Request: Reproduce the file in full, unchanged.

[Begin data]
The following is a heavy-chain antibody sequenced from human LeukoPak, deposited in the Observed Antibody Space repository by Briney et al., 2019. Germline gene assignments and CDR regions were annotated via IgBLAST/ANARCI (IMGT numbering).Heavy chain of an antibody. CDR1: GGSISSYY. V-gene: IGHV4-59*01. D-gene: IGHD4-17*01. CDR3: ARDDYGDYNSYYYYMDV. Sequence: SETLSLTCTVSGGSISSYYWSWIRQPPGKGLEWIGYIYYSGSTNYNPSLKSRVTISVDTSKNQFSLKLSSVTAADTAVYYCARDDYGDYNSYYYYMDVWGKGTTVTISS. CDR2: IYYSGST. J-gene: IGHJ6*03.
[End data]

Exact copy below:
The following is a heavy-chain antibody sequenced from human LeukoPak, deposited in the Observed Antibody Space repository by Briney et al., 2019. Germline gene assignments and CDR regions were annotated via IgBLAST/ANARCI (IMGT numbering).Heavy chain of an antibody. CDR1: GGSISSYY. V-gene: IGHV4-59*01. D-gene: IGHD4-17*01. CDR3: ARDDYGDYNSYYYYMDV. Sequence: SETLSLTCTVSGGSISSYYWSWIRQPPGKGLEWIGYIYYSGSTNYNPSLKSRVTISVDTSKNQFSLKLSSVTAADTAVYYCARDDYGDYNSYYYYMDVWGKGTTVTISS. CDR2: IYYSGST. J-gene: IGHJ6*03.